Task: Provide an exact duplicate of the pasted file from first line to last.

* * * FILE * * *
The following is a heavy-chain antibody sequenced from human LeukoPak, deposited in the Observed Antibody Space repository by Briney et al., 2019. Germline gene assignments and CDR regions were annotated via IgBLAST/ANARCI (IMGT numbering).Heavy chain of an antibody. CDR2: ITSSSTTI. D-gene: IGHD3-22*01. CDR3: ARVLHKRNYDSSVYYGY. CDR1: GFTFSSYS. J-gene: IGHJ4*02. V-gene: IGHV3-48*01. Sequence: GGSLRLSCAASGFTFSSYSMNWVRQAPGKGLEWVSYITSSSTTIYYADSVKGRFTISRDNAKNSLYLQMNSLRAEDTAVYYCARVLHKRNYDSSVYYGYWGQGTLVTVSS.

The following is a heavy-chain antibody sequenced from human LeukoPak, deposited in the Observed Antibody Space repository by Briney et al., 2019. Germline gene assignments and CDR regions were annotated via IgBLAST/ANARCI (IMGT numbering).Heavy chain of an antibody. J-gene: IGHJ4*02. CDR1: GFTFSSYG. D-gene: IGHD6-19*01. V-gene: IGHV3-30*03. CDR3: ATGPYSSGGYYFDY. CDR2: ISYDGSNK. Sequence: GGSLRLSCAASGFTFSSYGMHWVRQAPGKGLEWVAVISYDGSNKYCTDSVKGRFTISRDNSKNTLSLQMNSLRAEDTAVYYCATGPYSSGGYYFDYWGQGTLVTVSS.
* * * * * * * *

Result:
The following is a heavy-chain antibody sequenced from human LeukoPak, deposited in the Observed Antibody Space repository by Briney et al., 2019. Germline gene assignments and CDR regions were annotated via IgBLAST/ANARCI (IMGT numbering).Heavy chain of an antibody. CDR2: ITSSSTTI. D-gene: IGHD3-22*01. CDR3: ARVLHKRNYDSSVYYGY. CDR1: GFTFSSYS. J-gene: IGHJ4*02. V-gene: IGHV3-48*01. Sequence: GGSLRLSCAASGFTFSSYSMNWVRQAPGKGLEWVSYITSSSTTIYYADSVKGRFTISRDNAKNSLYLQMNSLRAEDTAVYYCARVLHKRNYDSSVYYGYWGQGTLVTVSS.

The following is a heavy-chain antibody sequenced from human LeukoPak, deposited in the Observed Antibody Space repository by Briney et al., 2019. Germline gene assignments and CDR regions were annotated via IgBLAST/ANARCI (IMGT numbering).Heavy chain of an antibody. J-gene: IGHJ4*02. CDR1: GFTFSSYG. D-gene: IGHD6-19*01. V-gene: IGHV3-30*03. CDR3: ATGPYSSGGYYFDY. CDR2: ISYDGSNK. Sequence: GGSLRLSCAASGFTFSSYGMHWVRQAPGKGLEWVAVISYDGSNKYCTDSVKGRFTISRDNSKNTLSLQMNSLRAEDTAVYYCATGPYSSGGYYFDYWGQGTLVTVSS.